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The ProPublica Nerd Blog

Transcribable: Free the Files to Go!

Today we’re releasing a new open source project, which will enable any organization with a DocumentCloud account to do crowdsourcing using documents.

Since we wrapped up our Free the Files project after last year’s U.S. election, many people and organizations have asked us how they could build their own web applications like Free the Files to crowdsource their caches of documents. The full Free the Files codebase is undocumented, a bit messy and isn’t easy to deploy in environments other than our own, so we decided to extract the salient bits into a Rails plugin we’re calling Transcribable.

Transcribable allows you to drop a RubyGem into your Rails app, and instantly add “transcribability” to any attribute on a given model. So, for example, if you have a Filing model, and you’d like users to be able to transcribe buyers and amounts, you could write:

class Filing < ActiveRecord::Base
  transcribable :buyer, :amount
end

Once you’ve defined which details you’d like the crowd to help you find, there is a generator that writes the rest of the code for you, including a beautiful “casino-driven” transcription form with automatically created fields for your attributes. That page looks something like this:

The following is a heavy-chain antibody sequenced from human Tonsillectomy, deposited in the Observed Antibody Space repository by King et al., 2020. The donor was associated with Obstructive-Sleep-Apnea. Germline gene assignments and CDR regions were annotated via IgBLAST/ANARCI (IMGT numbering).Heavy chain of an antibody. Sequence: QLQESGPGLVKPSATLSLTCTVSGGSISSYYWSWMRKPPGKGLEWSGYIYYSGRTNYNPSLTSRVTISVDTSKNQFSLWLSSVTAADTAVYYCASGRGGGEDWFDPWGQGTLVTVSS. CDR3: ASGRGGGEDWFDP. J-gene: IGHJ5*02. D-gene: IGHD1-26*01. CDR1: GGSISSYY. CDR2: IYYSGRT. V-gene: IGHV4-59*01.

Transcribable Thumb

To make sure your crowdsourced data is accurate, Transcribable will “verify” your users’ transcriptions by comparing multiple users' answers, and then committing only the agreed upon ones to the master model. Within your model, you can set a threshold over which you’d like users to agree on a filing’s attributes, and Transcribable does the rest.

The RubyGem also comes with a few other cool features such as a task that will slurp all the documents in a DocumentCloud project into your database to await transcription. It also lets you specify fields you’d like users to fill out, but not necessarily verify (for things like notes).

To start using Transcribable, just drop it into your Gemfile as you normally would. Instructions for that, and more of the nitty gritty, are available in the documentation on the Github page.

Happy crowdsourcing!

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